My son's Kia was having a lot small electrical issues. it's 10 years old, battery 1 year. The negative cable was fully corroded. The bolt to body from battery was rusted and snapped trying to get it out. Drilled/tapped one size up, new size bolt AND sanded the paint off where it bolts. I use KOPR SHIELD when I put back together to protect the metal and makes better contact. All his issues seem to have disappeared most noticeable the now NON flickering lights.

Many dealer mechanics I know do this also as an early step if issues. I did the Pilot yesterday while installing tranny cooler. Behind the cable/body lug was dirty/discolored. The paint insulates from contacting good so all you have is where the bolt threads cut the paint and make contact. The new cars are so sensitive to electrical and only one bolt / contact is responsible for the whole vehicle.

I don't know on the other years of this or models. My '19 EXL has a full battery box, gaskets on lid and around terminal openings,gasketed lower air intake and a power fan to vent the box. Not sure why all that. I do know that in 18 months and 20k the bottom of battery box had a lot of sand in it that came through the air intake for it.
 

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11,364 Posts
My son's Kia was having a lot small electrical issues. it's 10 years old, battery 1 year. The negative cable was fully corroded. The bolt to body from battery was rusted and snapped trying to get it out. Drilled/tapped one size up, new size bolt AND sanded the paint off where it bolts. I use KOPR SHIELD when I put back together to protect the metal and makes better contact. All his issues seem to have disappeared most noticeable the now NON flickering lights.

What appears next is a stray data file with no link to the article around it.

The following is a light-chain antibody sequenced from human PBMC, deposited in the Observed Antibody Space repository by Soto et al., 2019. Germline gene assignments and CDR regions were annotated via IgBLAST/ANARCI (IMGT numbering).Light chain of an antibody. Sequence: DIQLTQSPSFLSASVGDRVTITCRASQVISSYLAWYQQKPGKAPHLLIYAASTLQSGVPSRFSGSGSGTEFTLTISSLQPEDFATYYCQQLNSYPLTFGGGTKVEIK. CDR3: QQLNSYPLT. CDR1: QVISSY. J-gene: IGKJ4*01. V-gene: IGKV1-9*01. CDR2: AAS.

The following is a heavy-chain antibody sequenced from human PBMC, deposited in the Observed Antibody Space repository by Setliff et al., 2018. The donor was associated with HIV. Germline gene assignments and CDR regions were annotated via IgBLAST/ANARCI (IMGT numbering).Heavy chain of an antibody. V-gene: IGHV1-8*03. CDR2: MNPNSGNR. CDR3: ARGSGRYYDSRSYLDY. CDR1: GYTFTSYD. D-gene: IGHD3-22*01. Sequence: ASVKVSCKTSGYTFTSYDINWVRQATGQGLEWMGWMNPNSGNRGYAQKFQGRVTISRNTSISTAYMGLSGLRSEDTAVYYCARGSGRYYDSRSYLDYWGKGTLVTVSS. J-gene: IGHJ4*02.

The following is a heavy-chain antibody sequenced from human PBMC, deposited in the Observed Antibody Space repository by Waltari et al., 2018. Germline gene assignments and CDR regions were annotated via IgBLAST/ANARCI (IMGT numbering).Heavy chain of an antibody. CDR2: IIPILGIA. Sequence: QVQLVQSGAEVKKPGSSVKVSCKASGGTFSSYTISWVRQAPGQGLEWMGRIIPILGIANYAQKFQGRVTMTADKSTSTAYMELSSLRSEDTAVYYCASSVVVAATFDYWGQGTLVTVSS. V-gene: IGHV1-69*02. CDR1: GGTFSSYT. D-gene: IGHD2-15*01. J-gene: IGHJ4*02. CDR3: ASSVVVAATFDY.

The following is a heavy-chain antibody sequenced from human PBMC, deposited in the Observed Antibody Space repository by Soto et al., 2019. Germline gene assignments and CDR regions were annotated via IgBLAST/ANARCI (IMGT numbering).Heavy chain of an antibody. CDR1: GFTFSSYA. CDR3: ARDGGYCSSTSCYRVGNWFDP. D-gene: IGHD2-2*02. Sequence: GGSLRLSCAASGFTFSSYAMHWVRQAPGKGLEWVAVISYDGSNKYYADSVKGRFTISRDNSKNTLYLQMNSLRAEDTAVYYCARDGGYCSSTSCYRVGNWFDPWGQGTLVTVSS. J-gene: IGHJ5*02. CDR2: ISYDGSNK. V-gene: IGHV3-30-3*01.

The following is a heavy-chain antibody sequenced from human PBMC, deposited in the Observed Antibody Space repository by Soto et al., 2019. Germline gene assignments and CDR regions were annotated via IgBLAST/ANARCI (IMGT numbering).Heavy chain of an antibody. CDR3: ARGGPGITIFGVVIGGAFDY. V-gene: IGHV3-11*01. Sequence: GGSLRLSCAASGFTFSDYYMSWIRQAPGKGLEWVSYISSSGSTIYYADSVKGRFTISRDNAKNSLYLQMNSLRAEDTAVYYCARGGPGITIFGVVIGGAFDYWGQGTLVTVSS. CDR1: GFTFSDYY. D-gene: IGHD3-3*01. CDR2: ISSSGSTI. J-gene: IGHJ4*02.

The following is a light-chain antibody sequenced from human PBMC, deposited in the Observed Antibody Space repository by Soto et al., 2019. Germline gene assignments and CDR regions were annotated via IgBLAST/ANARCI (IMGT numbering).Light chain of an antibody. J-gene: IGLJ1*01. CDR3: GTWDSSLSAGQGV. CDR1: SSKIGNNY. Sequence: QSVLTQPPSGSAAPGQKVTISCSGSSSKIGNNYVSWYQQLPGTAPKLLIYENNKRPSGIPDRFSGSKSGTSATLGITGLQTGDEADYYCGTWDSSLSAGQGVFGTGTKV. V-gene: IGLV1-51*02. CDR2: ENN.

Many dealer mechanics I know do this also as an early step if issues. I did the Pilot yesterday while installing tranny cooler. Behind the cable/body lug was dirty/discolored. The paint insulates from contacting good so all you have is where the bolt threads cut the paint and make contact. The new cars are so sensitive to electrical and only one bolt / contact is responsible for the whole vehicle.

I don't know on the other years of this or models. My '19 EXL has a full battery box, gaskets on lid and around terminal openings,gasketed lower air intake and a power fan to vent the box. Not sure why all that. I do know that in 18 months and 20k the bottom of battery box had a lot of sand in it that came through the air intake for it.
Is KOPR SHIELD dielectric grease?
 

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2019 Pilot EX-L AWD, 265-60-18 Defender LTX M/S
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640 Posts
Is KOPR SHIELD dielectric grease?
More like an anti-sieze paste type as mentioned but made for Electrical. Seals out water like grease, fills voids to make better contact points. changes the color of your Nail Grease and makes everything copper colored it touches like anti-sieze...you know the "where the fudge" did i touch that stuff, stuff.

Click the link to Amazon and magnify/read the third picture for more details.

I use Dielectric inside spark plug / coil pack so it slides off easier and seals out water and on most exterior bulbs etc. I use Kopr Shield on all ground points and small amount on most of my exterior wire crimp connections.

I also have/use copper neverseizefor bolts that the containers look similar but have different consistency and amount of copper.